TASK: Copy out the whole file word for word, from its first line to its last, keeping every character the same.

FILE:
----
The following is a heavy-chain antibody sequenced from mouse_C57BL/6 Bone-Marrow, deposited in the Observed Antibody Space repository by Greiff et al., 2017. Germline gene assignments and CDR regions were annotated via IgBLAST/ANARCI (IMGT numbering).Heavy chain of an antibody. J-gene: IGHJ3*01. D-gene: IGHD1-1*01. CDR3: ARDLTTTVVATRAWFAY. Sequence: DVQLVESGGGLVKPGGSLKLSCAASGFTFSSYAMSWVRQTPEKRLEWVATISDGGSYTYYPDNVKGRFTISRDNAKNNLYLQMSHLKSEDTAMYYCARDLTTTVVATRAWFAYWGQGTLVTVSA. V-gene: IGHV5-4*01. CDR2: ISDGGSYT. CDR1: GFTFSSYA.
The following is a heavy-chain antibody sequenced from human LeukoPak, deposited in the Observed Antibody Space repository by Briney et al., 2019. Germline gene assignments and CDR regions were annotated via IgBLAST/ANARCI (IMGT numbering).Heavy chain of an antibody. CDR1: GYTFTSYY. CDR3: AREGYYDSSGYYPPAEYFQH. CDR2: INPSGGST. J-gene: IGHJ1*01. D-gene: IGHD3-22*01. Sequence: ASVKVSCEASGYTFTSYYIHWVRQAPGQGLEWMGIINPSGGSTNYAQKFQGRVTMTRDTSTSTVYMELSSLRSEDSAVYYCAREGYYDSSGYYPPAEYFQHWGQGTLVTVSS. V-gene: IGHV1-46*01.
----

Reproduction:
The following is a heavy-chain antibody sequenced from mouse_C57BL/6 Bone-Marrow, deposited in the Observed Antibody Space repository by Greiff et al., 2017. Germline gene assignments and CDR regions were annotated via IgBLAST/ANARCI (IMGT numbering).Heavy chain of an antibody. J-gene: IGHJ3*01. D-gene: IGHD1-1*01. CDR3: ARDLTTTVVATRAWFAY. Sequence: DVQLVESGGGLVKPGGSLKLSCAASGFTFSSYAMSWVRQTPEKRLEWVATISDGGSYTYYPDNVKGRFTISRDNAKNNLYLQMSHLKSEDTAMYYCARDLTTTVVATRAWFAYWGQGTLVTVSA. V-gene: IGHV5-4*01. CDR2: ISDGGSYT. CDR1: GFTFSSYA.
The following is a heavy-chain antibody sequenced from human LeukoPak, deposited in the Observed Antibody Space repository by Briney et al., 2019. Germline gene assignments and CDR regions were annotated via IgBLAST/ANARCI (IMGT numbering).Heavy chain of an antibody. CDR1: GYTFTSYY. CDR3: AREGYYDSSGYYPPAEYFQH. CDR2: INPSGGST. J-gene: IGHJ1*01. D-gene: IGHD3-22*01. Sequence: ASVKVSCEASGYTFTSYYIHWVRQAPGQGLEWMGIINPSGGSTNYAQKFQGRVTMTRDTSTSTVYMELSSLRSEDSAVYYCAREGYYDSSGYYPPAEYFQHWGQGTLVTVSS. V-gene: IGHV1-46*01.